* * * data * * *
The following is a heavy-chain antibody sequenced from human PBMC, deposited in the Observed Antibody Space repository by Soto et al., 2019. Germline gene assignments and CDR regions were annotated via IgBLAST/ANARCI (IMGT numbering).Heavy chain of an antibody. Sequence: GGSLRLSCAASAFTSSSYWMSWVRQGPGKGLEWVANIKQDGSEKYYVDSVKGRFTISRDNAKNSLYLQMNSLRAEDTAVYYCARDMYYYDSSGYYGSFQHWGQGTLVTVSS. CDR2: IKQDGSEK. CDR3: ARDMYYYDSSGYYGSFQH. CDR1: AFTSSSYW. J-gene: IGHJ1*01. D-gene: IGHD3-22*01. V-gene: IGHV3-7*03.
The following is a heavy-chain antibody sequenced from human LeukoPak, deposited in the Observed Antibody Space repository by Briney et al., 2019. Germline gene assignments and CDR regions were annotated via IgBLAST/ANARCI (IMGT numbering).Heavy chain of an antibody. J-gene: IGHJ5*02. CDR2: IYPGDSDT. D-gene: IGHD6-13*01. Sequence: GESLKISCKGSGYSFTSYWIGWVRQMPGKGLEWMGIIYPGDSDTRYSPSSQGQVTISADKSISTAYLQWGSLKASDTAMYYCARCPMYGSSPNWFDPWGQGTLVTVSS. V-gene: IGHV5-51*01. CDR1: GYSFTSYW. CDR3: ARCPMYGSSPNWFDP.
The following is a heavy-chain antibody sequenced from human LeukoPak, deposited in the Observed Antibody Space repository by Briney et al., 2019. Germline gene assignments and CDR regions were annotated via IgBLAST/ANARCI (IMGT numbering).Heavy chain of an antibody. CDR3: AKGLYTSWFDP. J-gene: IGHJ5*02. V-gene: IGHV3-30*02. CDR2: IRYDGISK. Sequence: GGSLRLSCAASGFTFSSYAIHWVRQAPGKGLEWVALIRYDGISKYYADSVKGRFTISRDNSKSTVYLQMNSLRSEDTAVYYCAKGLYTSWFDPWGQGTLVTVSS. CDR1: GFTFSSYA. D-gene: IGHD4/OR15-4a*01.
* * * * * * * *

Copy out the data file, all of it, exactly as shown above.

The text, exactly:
The following is a heavy-chain antibody sequenced from human PBMC, deposited in the Observed Antibody Space repository by Soto et al., 2019. Germline gene assignments and CDR regions were annotated via IgBLAST/ANARCI (IMGT numbering).Heavy chain of an antibody. Sequence: GGSLRLSCAASAFTSSSYWMSWVRQGPGKGLEWVANIKQDGSEKYYVDSVKGRFTISRDNAKNSLYLQMNSLRAEDTAVYYCARDMYYYDSSGYYGSFQHWGQGTLVTVSS. CDR2: IKQDGSEK. CDR3: ARDMYYYDSSGYYGSFQH. CDR1: AFTSSSYW. J-gene: IGHJ1*01. D-gene: IGHD3-22*01. V-gene: IGHV3-7*03.
The following is a heavy-chain antibody sequenced from human LeukoPak, deposited in the Observed Antibody Space repository by Briney et al., 2019. Germline gene assignments and CDR regions were annotated via IgBLAST/ANARCI (IMGT numbering).Heavy chain of an antibody. J-gene: IGHJ5*02. CDR2: IYPGDSDT. D-gene: IGHD6-13*01. Sequence: GESLKISCKGSGYSFTSYWIGWVRQMPGKGLEWMGIIYPGDSDTRYSPSSQGQVTISADKSISTAYLQWGSLKASDTAMYYCARCPMYGSSPNWFDPWGQGTLVTVSS. V-gene: IGHV5-51*01. CDR1: GYSFTSYW. CDR3: ARCPMYGSSPNWFDP.
The following is a heavy-chain antibody sequenced from human LeukoPak, deposited in the Observed Antibody Space repository by Briney et al., 2019. Germline gene assignments and CDR regions were annotated via IgBLAST/ANARCI (IMGT numbering).Heavy chain of an antibody. CDR3: AKGLYTSWFDP. J-gene: IGHJ5*02. V-gene: IGHV3-30*02. CDR2: IRYDGISK. Sequence: GGSLRLSCAASGFTFSSYAIHWVRQAPGKGLEWVALIRYDGISKYYADSVKGRFTISRDNSKSTVYLQMNSLRSEDTAVYYCAKGLYTSWFDPWGQGTLVTVSS. CDR1: GFTFSSYA. D-gene: IGHD4/OR15-4a*01.